Holographic storage

Have you ever been to a museum or novelty store that displayed holographic images or perhaps even offered them for sale? It's amazing how three-dimensional
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Have you ever been to a museum or novelty store that displayed holographic images or perhaps even offered them for sale? It's amazing how three-dimensional a hologram can appear.

Well, as NAB2006 showed, holography is more than just 3-D pictures. In fact, the technology has now entered the storage arena. The company InPhase demonstrated working versions of its Tapestry HDS-300R drive, which is being proposed as tomorrow's next-generation storage platform.

The benefit isn't 3-D images, but rather storage densities never before possible. The InPhase holographic drive can store 515Tb per square inch. This results in a storage capacity of 300GB per optical disc. The company predicts disc capacity to grow to 1.6TB in the near future.

The key to such storage densities isn't simply making the bits smaller. The solution is in how the bits are stored — in three rather than two dimensions. In other words, like a hologram.

Some history

Holographic technology isn't new. In fact, it's older than I am. Never mind that's already really old. The basic theory of holography was developed by a Hungarian physicist, Dennis Gabor, in 1947. He was working on improvements for electron microscopes, not storage. Gabor was trying to increase the resolving power of his microscopes. He proved he could do so with a light beam and ended up producing the first hologram.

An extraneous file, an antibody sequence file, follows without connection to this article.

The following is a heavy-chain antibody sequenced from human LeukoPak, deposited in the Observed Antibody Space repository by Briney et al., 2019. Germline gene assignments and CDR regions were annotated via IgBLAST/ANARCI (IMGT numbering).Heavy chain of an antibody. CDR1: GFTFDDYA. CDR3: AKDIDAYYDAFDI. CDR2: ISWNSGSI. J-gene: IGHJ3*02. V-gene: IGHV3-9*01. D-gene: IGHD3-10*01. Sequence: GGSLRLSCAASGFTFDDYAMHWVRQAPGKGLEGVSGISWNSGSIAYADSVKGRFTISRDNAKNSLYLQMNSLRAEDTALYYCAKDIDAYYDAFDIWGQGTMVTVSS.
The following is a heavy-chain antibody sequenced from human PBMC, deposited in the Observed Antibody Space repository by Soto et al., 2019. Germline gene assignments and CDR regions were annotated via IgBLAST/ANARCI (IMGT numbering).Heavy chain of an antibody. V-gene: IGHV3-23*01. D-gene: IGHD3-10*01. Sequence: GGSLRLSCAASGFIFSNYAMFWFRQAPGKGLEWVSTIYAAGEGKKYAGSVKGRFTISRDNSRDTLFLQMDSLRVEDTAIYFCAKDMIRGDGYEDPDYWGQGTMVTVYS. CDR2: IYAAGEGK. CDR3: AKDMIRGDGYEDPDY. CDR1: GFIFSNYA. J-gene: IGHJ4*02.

Unfortunately, it took until the 1960s to develop the laser to make holograms precise enough to create clean images. Two engineers at the University of Michigan, Emmett Leith and Juris Upatnieks, developed the first device that created the kind of 3-D images many of us have seen. Today, holography is used in a variety of ways, from creating counter-proof images on credit cards to three-dimensional magazine covers.

How it works

Magnetic tape and optical and magnetic discs store data in an X-Y, two-dimensional, sequential manner. By adding a Z, or depth plane, holography allows the storage of far more data in the same space.

The storage process relies on creating a unique pattern signal, called interference, which represents the actual data to be stored. (See Figure 1.) To generate the interference pattern, the holographic recorder uses two beams of light.

A single coherent light source, a laser, is first separated into two beams with a beam splitter. One beam is called the signal beam (the data-carrying beam); the other is called the reference beam. The signal beam — passed through a Spatial Light Modulator (SLM), which is an array of pixels — is fed digital data. (See Figure 2.) This data can be any type of digital information, digital video, financial records or e-mail.

The SLM is responsible for encoding (modulating) the bits onto the signal beam. The chip converts the data into a visual display of light and dark pixels, which are illuminated by the signal beam. Typical SLM pixel counts are in the 1 million range. As the signal beam passes through the SLM, it is modulated and continues on toward the storage medium.

The modulated signal beam crosses the reference beam near the surface of the recording medium. The interference signal — created by the intersection of the reference beam and modulated data beam — gets recorded.

To move the storage around the recording surface, the reference beam's angle or media position is changed. This produces the many different holograms (called data pages) that can be recorded in the same physical place in the medium without interfering with each other. The result is a disc with high storage densities because each single physical location can hold multiple holograms.